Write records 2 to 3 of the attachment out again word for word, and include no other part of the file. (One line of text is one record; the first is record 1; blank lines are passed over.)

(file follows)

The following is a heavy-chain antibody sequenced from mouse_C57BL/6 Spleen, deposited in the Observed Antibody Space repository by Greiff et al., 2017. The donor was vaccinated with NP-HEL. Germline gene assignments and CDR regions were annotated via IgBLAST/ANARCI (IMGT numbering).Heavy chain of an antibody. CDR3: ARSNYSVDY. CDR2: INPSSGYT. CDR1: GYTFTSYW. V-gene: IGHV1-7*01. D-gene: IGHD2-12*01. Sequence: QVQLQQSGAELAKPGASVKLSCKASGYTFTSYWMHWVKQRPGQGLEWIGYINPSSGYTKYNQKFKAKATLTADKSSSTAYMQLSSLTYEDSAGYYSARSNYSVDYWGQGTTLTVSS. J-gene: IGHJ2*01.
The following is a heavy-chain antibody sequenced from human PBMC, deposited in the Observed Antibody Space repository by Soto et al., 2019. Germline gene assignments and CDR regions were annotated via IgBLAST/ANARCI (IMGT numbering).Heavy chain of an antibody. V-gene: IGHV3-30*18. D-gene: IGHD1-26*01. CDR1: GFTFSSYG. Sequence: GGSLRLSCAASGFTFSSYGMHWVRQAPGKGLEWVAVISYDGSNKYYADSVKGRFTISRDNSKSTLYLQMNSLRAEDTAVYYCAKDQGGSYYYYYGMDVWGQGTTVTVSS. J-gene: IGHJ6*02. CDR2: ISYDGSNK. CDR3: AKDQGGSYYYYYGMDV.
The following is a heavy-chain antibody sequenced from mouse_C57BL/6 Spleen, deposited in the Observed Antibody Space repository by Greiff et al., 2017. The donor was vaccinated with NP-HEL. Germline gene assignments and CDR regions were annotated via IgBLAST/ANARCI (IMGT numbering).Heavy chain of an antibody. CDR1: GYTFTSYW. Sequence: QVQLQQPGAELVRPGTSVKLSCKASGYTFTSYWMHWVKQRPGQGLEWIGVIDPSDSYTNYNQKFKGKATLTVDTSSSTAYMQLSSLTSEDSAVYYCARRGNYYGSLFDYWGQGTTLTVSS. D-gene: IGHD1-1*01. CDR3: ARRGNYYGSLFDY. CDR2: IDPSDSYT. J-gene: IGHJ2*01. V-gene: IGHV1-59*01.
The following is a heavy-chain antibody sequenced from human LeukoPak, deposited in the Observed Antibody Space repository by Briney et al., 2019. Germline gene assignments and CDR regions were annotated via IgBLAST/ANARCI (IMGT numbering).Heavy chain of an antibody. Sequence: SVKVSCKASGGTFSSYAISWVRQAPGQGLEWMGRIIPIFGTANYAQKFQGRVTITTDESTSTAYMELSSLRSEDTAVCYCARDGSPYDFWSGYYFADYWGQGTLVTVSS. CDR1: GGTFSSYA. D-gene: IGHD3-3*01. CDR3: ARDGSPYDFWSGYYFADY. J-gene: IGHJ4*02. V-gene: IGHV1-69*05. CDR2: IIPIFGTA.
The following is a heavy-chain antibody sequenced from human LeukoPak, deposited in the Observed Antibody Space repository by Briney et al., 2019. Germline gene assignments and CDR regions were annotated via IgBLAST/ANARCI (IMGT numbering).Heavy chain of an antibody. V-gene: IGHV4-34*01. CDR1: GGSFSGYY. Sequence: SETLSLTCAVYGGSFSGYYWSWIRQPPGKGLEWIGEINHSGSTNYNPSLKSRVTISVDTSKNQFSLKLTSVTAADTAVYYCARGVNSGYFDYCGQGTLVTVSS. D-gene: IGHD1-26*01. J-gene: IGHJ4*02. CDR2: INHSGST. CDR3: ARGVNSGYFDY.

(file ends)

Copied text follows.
The following is a heavy-chain antibody sequenced from human PBMC, deposited in the Observed Antibody Space repository by Soto et al., 2019. Germline gene assignments and CDR regions were annotated via IgBLAST/ANARCI (IMGT numbering).Heavy chain of an antibody. V-gene: IGHV3-30*18. D-gene: IGHD1-26*01. CDR1: GFTFSSYG. Sequence: GGSLRLSCAASGFTFSSYGMHWVRQAPGKGLEWVAVISYDGSNKYYADSVKGRFTISRDNSKSTLYLQMNSLRAEDTAVYYCAKDQGGSYYYYYGMDVWGQGTTVTVSS. J-gene: IGHJ6*02. CDR2: ISYDGSNK. CDR3: AKDQGGSYYYYYGMDV.
The following is a heavy-chain antibody sequenced from mouse_C57BL/6 Spleen, deposited in the Observed Antibody Space repository by Greiff et al., 2017. The donor was vaccinated with NP-HEL. Germline gene assignments and CDR regions were annotated via IgBLAST/ANARCI (IMGT numbering).Heavy chain of an antibody. CDR1: GYTFTSYW. Sequence: QVQLQQPGAELVRPGTSVKLSCKASGYTFTSYWMHWVKQRPGQGLEWIGVIDPSDSYTNYNQKFKGKATLTVDTSSSTAYMQLSSLTSEDSAVYYCARRGNYYGSLFDYWGQGTTLTVSS. D-gene: IGHD1-1*01. CDR3: ARRGNYYGSLFDY. CDR2: IDPSDSYT. J-gene: IGHJ2*01. V-gene: IGHV1-59*01.